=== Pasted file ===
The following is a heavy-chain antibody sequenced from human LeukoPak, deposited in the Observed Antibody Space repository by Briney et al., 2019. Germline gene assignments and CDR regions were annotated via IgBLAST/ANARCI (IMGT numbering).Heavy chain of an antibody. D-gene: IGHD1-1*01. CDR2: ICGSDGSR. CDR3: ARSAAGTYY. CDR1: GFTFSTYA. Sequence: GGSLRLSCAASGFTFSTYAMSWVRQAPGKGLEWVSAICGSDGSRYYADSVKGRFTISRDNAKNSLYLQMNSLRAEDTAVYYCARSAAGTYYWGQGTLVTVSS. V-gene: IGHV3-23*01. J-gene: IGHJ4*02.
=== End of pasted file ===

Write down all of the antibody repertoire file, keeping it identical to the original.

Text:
The following is a heavy-chain antibody sequenced from human LeukoPak, deposited in the Observed Antibody Space repository by Briney et al., 2019. Germline gene assignments and CDR regions were annotated via IgBLAST/ANARCI (IMGT numbering).Heavy chain of an antibody. D-gene: IGHD1-1*01. CDR2: ICGSDGSR. CDR3: ARSAAGTYY. CDR1: GFTFSTYA. Sequence: GGSLRLSCAASGFTFSTYAMSWVRQAPGKGLEWVSAICGSDGSRYYADSVKGRFTISRDNAKNSLYLQMNSLRAEDTAVYYCARSAAGTYYWGQGTLVTVSS. V-gene: IGHV3-23*01. J-gene: IGHJ4*02.